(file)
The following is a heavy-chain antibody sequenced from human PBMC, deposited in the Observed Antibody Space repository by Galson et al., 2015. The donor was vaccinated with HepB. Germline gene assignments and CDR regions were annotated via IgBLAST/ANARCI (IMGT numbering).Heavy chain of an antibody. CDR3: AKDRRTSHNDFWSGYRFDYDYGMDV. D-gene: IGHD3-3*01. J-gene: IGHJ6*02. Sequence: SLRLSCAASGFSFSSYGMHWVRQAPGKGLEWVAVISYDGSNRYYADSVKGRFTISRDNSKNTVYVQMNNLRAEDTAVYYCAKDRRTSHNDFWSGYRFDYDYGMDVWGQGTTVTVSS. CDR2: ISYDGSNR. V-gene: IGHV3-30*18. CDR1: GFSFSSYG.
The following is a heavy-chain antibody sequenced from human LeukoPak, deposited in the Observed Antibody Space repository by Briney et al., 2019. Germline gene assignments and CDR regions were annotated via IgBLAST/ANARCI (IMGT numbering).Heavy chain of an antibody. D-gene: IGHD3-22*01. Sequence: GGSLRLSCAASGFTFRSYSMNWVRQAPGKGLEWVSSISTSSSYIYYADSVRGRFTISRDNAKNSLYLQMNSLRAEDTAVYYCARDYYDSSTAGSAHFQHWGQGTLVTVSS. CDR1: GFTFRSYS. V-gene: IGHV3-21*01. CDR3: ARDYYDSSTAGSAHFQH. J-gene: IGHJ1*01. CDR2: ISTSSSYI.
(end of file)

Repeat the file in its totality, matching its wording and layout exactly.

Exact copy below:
The following is a heavy-chain antibody sequenced from human PBMC, deposited in the Observed Antibody Space repository by Galson et al., 2015. The donor was vaccinated with HepB. Germline gene assignments and CDR regions were annotated via IgBLAST/ANARCI (IMGT numbering).Heavy chain of an antibody. CDR3: AKDRRTSHNDFWSGYRFDYDYGMDV. D-gene: IGHD3-3*01. J-gene: IGHJ6*02. Sequence: SLRLSCAASGFSFSSYGMHWVRQAPGKGLEWVAVISYDGSNRYYADSVKGRFTISRDNSKNTVYVQMNNLRAEDTAVYYCAKDRRTSHNDFWSGYRFDYDYGMDVWGQGTTVTVSS. CDR2: ISYDGSNR. V-gene: IGHV3-30*18. CDR1: GFSFSSYG.
The following is a heavy-chain antibody sequenced from human LeukoPak, deposited in the Observed Antibody Space repository by Briney et al., 2019. Germline gene assignments and CDR regions were annotated via IgBLAST/ANARCI (IMGT numbering).Heavy chain of an antibody. D-gene: IGHD3-22*01. Sequence: GGSLRLSCAASGFTFRSYSMNWVRQAPGKGLEWVSSISTSSSYIYYADSVRGRFTISRDNAKNSLYLQMNSLRAEDTAVYYCARDYYDSSTAGSAHFQHWGQGTLVTVSS. CDR1: GFTFRSYS. V-gene: IGHV3-21*01. CDR3: ARDYYDSSTAGSAHFQH. J-gene: IGHJ1*01. CDR2: ISTSSSYI.